We return to Michigan by 11 p.m. Saturday. Our 54 hours in D.C. are over, but those hot-wired leads on "Harlem Nocturne" and "Sleepwalk" from P.G. County Funk still resonate in my head. The night's been good.
Little did Don and I know that, barely five years later, one of D.C.'s premiere independent outposts would close its doors, sucked down into a perfect storm of booming e-commerce, declining sales and an economic slowdown that was just beginning to intertwine its tentacles around every nook and cranny of our nation. Here's how the company's original press release:
"Olsson Enterprises, Inc., trading as Olsson’s Books & Records closes stores and petitions court for Chapter 7 conversion.
"Olsson Enterprises, Inc., trading as Olsson’s Books & Records, Record & Tape Ltd., and Olsson’s Books announced today that it has closed all of its locations and petitioned the U.S. Bankruptcy Court District of Maryland for conversion of its current Chapter 11 protection to Chapter 7.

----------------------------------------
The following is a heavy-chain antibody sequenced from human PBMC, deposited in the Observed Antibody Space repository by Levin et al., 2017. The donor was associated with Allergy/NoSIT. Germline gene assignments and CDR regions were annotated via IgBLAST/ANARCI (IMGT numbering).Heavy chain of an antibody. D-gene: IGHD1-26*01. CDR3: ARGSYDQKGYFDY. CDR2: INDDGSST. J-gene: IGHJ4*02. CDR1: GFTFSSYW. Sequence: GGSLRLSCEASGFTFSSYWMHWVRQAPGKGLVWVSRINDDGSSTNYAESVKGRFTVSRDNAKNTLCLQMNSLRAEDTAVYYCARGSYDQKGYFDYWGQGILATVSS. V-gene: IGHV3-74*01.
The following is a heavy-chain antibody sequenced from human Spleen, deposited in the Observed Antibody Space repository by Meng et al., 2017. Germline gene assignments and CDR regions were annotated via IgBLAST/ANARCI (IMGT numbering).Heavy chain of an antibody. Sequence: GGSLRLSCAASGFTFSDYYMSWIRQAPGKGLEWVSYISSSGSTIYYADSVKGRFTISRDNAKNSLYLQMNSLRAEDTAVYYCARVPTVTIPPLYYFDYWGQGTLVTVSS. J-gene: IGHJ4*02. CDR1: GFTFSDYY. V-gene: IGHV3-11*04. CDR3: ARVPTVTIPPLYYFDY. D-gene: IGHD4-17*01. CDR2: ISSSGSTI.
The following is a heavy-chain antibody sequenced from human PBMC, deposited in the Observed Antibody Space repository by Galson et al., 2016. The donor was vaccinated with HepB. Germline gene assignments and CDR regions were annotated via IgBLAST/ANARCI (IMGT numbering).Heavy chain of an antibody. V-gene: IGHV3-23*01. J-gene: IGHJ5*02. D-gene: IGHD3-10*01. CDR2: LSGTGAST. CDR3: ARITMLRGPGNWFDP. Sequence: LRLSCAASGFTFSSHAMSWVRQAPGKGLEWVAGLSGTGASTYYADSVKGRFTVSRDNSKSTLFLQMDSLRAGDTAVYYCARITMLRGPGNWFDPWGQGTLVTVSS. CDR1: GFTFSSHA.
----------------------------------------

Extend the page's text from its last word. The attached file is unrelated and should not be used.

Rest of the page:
"The reasons given for the petitioning were stagnant sales, low cash reserves, and an inability to renegotiate current leases, along with a continuing weak retail economy and plummeting music sales.
"Olsson’s was granted Chapter 11 protection on July 11 this year in order to work on an aggressive reorganization plan involving selected store closings and large cuts in overhead costs. At the same time the Lansburgh/ Penn Quarter location on 7th Street, N.W. was shuttered to make way for a new London-based restaurant.
"Olsson’s was established in 1972 and grew to as many as nine retail stores in the Washington, D.C. metro area with sales over $16 million a year and as many as 200 employees. Currently there are five retail stores: Reagan National Airport, Old Town Alexandria, Arlington Courthouse, Crystal City, and one in Northwest Washington at Dupont Circle. Olsson’s earned its reputation as a locally-owned community-oriented retailer with a knowledgeable staff selling a wide selection of books, music, video and gifts.
"Stephen Wallace-Haines, Olsson’s general manager stated: 'In the end, all the roads towards reorganization led to this dead end: we did not have the money required to pay for product in advance, to collect reserves to buy for Christmas, and satisfy the demands of rent and operational costs. We were losing money just by staying open.'